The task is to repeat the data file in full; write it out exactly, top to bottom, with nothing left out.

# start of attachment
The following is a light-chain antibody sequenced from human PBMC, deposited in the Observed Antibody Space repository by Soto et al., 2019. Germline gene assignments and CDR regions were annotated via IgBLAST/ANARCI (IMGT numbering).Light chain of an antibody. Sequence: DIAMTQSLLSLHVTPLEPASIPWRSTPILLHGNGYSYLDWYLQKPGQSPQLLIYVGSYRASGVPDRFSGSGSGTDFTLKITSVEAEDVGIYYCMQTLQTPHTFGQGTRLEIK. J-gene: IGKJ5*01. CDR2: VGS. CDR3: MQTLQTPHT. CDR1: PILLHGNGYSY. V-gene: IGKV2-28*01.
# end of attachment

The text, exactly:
The following is a light-chain antibody sequenced from human PBMC, deposited in the Observed Antibody Space repository by Soto et al., 2019. Germline gene assignments and CDR regions were annotated via IgBLAST/ANARCI (IMGT numbering).Light chain of an antibody. Sequence: DIAMTQSLLSLHVTPLEPASIPWRSTPILLHGNGYSYLDWYLQKPGQSPQLLIYVGSYRASGVPDRFSGSGSGTDFTLKITSVEAEDVGIYYCMQTLQTPHTFGQGTRLEIK. J-gene: IGKJ5*01. CDR2: VGS. CDR3: MQTLQTPHT. CDR1: PILLHGNGYSY. V-gene: IGKV2-28*01.